A Ragtag Resistance Sees the Tide Turning in a Forgotten War

The night Ma Suu Kyi thought she would die of her wounds on the front lines of a forgotten war, a crescent moon hung overhead. A pendant of the Virgin Mary dangled around her neck. Maybe those augurs saved her. Or maybe, she said, it was not yet time for her to die.

“When I joined the revolution, I knew my chances of surviving were 50-50,” Ms. Suu Kyi, 21, said of her decision to enlist as a rebel soldier, fighting to overthrow the junta that returned Myanmar to military dictatorship three years ago. “I’m an ordinary girl, an ordinary young person. I believe in federal democracy and human rights.”

Ms. Suu Kyi said the words “federal democracy” in English. There are no easy words for the concept in Burmese.

Since the junta in Myanmar staged its coup in February 2021, ending a brief period of democratic reform and training its guns once again on peaceful protesters, much of the country has turned against the military. A new generation, which came of age during the civilian administration of the Nobel laureate Daw Aung San Suu Kyi, has taken to arms, joining rebels who have opposed military dictatorship for decades.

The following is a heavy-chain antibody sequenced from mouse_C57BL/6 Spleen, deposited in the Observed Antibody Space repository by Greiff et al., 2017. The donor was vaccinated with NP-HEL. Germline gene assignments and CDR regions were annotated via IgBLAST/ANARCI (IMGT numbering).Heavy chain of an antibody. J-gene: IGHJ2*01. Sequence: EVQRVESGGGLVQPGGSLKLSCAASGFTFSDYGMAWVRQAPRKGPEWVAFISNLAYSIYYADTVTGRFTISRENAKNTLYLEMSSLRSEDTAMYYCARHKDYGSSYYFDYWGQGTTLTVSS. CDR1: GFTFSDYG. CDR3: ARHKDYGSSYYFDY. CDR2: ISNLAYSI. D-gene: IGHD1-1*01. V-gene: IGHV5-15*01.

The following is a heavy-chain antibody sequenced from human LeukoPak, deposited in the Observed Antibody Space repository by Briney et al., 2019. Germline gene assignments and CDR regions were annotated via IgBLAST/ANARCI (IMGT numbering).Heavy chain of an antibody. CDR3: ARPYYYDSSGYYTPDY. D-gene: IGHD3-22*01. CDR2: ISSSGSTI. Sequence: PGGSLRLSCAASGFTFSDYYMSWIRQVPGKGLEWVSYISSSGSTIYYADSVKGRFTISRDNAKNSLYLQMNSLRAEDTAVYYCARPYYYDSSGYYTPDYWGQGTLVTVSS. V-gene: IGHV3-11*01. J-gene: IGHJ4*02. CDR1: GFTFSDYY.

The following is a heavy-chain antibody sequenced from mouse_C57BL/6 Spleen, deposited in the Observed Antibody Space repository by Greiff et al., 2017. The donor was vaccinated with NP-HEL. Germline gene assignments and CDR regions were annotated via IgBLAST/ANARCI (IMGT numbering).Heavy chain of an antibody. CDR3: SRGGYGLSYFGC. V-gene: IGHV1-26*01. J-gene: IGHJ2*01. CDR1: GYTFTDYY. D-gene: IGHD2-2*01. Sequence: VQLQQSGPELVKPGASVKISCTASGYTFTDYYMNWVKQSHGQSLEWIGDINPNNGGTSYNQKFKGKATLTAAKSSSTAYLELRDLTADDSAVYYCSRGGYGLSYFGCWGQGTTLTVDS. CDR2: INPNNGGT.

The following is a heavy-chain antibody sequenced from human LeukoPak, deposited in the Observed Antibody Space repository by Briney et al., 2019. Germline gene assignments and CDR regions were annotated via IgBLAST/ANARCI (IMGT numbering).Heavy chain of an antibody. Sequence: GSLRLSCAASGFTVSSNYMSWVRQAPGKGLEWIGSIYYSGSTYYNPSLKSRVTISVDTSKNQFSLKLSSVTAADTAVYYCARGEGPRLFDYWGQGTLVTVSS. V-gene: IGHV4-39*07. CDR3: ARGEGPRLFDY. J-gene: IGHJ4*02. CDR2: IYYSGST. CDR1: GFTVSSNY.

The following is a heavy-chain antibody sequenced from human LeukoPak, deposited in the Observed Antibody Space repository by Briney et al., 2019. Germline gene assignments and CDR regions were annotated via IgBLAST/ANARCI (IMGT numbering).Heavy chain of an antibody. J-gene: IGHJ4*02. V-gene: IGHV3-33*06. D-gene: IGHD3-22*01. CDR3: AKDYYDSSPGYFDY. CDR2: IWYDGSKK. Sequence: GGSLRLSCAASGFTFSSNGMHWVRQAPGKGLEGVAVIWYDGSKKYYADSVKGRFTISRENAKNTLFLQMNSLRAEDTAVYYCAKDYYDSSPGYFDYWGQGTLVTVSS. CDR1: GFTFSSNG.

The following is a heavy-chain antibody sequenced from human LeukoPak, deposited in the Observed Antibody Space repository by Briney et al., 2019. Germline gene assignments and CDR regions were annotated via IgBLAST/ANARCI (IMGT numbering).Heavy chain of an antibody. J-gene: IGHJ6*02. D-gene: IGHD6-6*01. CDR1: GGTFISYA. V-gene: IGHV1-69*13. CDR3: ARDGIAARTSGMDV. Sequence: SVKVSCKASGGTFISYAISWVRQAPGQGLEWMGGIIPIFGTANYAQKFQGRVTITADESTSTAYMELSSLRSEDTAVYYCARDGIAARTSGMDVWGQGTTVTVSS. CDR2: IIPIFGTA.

The world’s gaze has remained focused on other conflicts on other continents — to the consternation of many in Myanmar who wonder why the chaos and death here brings little global outcry. Now, after three years of desperate resistance, the battle lines are changing fast. The rebels have overrun scores of military bases and taken over dozens of towns. The tempo of victory has quickened in recent days, and anti-junta forces now claim to control more than half of Myanmar’s territory, from lowland jungles to the foothills of the Himalayas.

Much of the fighting’s rhythm seems syncopated to that of another century: trenches dug into unrelenting mud, the slide of flip-flops down monsoon-soaked hills, the clatter of homemade AK-style assault rifles in dusty towns. The junta’s multiple rocket launchers and fighter jets may bring a modern touch to the killing, as does the hovering of the resistance’s battle drones. But this conflict, with its hand-to-hand combat and profusion of land mines, feels like a throwback to the kind of civil war that was documented in black and white.

Back to top button